• NHS labs’ declared covid lab testing capacity nearly doubles in three days
  • Exceeds planned 100,000 capacity by 60 per cent 
  • It appears that extra equipment and supplies have been given to labs in recent weeks, and declared this week
  • Concerns over reliability of supplies, training and validation

Test and Trace looks likely to hit its 500,000 daily covid testing target, after declaring huge leaps in NHS labs capacity over three days. 

On Sunday the reported total NHS capacity was 83,164 – on Monday this leapt to 134,112, then on Wednesday the figure was 161,869, a near doubling since the weekend.

A source involved in the testing programme said it was because new diagnostic equipment and supplies, of several kinds, had gone to labs over recent weeks, and a lot of it was declared by NHS England this week, ahead of the 31 October deadline.

Those involved in running the programme said on Twitter that the overnight 64 per cent increase on Monday was due to a “huge team effort between the NHS and Test and Trace” and “hard work by all the labs… and supply teams”. 

An NHS source said the service had been allocated more testing supplies, including reagent chemicals, by T&T, allowing the increase.

After major problems due to test shortages, government said in mid September there would be 500,000 daily test capacity by the end of October. The NHS agreed to increase its contribution to total capacity up to 100,000, up from 83,000 at that point.

The testing programme source said the 500,000 target was now likely to be met, with further increases in the NHS and “pillar two” independent labs imminent. Wednesday’s capacity figure was 468,612, if antibody tests, which are of little use, are excluded.

Pillar 2 independent lab capacity has increased about 90 per cent in the past two months, but this has been more gradual over the period.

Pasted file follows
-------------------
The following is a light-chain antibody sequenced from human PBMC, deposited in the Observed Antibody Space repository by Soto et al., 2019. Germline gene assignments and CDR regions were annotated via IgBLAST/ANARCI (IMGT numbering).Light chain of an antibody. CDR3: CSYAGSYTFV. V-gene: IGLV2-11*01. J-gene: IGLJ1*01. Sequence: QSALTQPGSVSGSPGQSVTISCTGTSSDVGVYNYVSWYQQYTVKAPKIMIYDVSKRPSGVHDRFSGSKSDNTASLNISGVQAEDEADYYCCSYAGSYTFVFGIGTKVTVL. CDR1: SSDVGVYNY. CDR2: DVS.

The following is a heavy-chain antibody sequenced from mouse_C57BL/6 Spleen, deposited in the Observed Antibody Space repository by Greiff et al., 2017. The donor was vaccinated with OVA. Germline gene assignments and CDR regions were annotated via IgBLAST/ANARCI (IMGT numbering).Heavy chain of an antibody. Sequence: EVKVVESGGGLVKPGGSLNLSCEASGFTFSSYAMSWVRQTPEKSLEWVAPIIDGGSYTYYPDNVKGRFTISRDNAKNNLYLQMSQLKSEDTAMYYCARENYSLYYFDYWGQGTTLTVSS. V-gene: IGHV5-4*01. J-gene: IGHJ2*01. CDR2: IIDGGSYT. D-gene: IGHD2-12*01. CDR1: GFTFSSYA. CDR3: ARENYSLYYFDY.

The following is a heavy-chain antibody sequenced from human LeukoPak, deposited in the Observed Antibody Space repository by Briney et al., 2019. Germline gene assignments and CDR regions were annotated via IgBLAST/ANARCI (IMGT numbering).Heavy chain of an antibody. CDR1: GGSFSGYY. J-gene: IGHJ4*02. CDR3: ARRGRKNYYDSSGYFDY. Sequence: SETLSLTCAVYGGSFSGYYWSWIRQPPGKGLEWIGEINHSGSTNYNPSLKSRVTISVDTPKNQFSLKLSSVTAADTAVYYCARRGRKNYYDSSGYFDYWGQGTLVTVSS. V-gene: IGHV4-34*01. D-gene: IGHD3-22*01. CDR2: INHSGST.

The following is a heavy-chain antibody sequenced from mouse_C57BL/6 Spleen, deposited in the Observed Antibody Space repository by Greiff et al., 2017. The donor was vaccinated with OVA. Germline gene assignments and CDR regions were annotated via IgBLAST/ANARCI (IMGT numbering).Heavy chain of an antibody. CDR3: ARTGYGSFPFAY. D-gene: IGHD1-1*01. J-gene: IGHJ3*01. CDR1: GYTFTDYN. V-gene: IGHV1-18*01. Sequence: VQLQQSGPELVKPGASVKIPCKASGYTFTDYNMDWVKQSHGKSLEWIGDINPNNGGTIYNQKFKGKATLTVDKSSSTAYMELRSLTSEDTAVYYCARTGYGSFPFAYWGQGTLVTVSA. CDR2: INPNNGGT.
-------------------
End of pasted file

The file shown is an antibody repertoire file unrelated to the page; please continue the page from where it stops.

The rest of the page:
There have been major problems with test result turnaround times for about two months now, and limits on access, caused primarily by demand for tests running too close to supply.

A number of hoped-for increases from large new pillar two “lighthouse labs” have not materialised in recent weeks and it appears the NHS has moved to substantially overshoot its 100,000 agreement. Test and Trace is thought to have been asking NHS England to expand more quickly than it has been since early summer.

However, several pathology sources warned there were potential pitfalls from a rapid short-term expansion to meet a target. Some independent operators have during the summer professed large capacity and expansion hopes, but not been able to deliver, due to shortages of staff or supplies.

One said: “Supplies of reagents and consumables must keep up or shiny new kit is unhelpful.” Another said use of the new capacity would rely on training, supply of adequate reagents, and validation processes. “It will all work out in the end but [the] artificial October 31 target will just distort things.”

Several people also questioned whether pooling of samples had been used to rapidly grow the capacity, as T&T and NHS England have been discussing its introduction recently. This involves testing several people’s samples together, and only retesting each one separately if there is a positive result from the pool.

It can expand capacity substantially but can be difficult and risky. But a senior source said it was not yet widely introduced in the NHS, and not playing a big part in the capacity figures.

The Department of Health and Social Care, which houses T&T, and NHS England, were asked for comment.

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